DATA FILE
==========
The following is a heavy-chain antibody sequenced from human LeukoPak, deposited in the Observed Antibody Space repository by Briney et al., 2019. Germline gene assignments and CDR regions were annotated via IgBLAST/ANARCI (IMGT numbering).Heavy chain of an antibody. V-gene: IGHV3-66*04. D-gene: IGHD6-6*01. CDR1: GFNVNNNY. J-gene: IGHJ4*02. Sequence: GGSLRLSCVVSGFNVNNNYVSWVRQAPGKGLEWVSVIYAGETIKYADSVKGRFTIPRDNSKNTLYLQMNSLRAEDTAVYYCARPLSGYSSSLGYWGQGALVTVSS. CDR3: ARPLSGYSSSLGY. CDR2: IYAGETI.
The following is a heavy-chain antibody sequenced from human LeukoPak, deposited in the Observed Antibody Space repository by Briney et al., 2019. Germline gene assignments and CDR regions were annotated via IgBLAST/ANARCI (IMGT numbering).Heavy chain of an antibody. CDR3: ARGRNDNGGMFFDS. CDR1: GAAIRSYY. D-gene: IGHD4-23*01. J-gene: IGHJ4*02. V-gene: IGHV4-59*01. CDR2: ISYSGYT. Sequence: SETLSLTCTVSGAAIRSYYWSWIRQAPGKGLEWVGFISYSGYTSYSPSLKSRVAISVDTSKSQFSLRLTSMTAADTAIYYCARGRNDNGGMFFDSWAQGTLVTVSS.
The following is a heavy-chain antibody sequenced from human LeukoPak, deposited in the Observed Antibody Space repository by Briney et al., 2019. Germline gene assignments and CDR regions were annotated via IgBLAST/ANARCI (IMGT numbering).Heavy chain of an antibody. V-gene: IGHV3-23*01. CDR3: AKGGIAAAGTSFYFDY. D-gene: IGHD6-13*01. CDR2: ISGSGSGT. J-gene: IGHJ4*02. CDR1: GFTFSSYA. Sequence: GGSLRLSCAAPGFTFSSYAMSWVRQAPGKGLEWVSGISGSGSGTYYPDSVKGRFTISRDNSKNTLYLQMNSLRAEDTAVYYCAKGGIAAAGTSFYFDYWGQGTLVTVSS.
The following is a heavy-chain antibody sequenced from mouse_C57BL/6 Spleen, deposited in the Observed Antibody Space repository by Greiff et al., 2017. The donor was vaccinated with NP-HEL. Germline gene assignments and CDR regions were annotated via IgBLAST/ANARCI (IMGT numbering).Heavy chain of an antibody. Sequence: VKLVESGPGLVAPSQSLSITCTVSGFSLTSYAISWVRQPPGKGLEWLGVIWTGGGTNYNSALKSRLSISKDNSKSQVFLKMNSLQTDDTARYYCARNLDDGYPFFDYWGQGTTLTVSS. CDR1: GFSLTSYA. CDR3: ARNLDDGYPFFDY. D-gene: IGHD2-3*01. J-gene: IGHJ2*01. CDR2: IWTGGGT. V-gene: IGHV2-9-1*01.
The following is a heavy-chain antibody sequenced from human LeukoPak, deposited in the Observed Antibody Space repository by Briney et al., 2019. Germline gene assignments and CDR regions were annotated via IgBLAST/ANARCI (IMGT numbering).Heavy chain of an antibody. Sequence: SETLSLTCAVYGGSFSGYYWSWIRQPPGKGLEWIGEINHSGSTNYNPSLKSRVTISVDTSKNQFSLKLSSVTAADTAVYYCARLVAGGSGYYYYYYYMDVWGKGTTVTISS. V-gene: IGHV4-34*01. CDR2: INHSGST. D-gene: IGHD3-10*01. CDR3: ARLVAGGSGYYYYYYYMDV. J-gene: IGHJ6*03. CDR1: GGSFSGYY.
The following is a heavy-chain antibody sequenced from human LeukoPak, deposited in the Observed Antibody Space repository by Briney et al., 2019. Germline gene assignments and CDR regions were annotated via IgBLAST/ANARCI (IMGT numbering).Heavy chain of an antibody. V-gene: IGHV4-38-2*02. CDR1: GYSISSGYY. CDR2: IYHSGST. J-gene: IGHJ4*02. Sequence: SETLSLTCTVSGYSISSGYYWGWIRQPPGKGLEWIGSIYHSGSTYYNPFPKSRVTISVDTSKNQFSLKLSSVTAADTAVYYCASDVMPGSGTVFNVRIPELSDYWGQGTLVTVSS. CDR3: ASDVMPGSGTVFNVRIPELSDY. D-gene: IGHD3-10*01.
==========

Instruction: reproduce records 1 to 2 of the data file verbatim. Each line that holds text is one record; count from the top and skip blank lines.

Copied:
The following is a heavy-chain antibody sequenced from human LeukoPak, deposited in the Observed Antibody Space repository by Briney et al., 2019. Germline gene assignments and CDR regions were annotated via IgBLAST/ANARCI (IMGT numbering).Heavy chain of an antibody. V-gene: IGHV3-66*04. D-gene: IGHD6-6*01. CDR1: GFNVNNNY. J-gene: IGHJ4*02. Sequence: GGSLRLSCVVSGFNVNNNYVSWVRQAPGKGLEWVSVIYAGETIKYADSVKGRFTIPRDNSKNTLYLQMNSLRAEDTAVYYCARPLSGYSSSLGYWGQGALVTVSS. CDR3: ARPLSGYSSSLGY. CDR2: IYAGETI.
The following is a heavy-chain antibody sequenced from human LeukoPak, deposited in the Observed Antibody Space repository by Briney et al., 2019. Germline gene assignments and CDR regions were annotated via IgBLAST/ANARCI (IMGT numbering).Heavy chain of an antibody. CDR3: ARGRNDNGGMFFDS. CDR1: GAAIRSYY. D-gene: IGHD4-23*01. J-gene: IGHJ4*02. V-gene: IGHV4-59*01. CDR2: ISYSGYT. Sequence: SETLSLTCTVSGAAIRSYYWSWIRQAPGKGLEWVGFISYSGYTSYSPSLKSRVAISVDTSKSQFSLRLTSMTAADTAIYYCARGRNDNGGMFFDSWAQGTLVTVSS.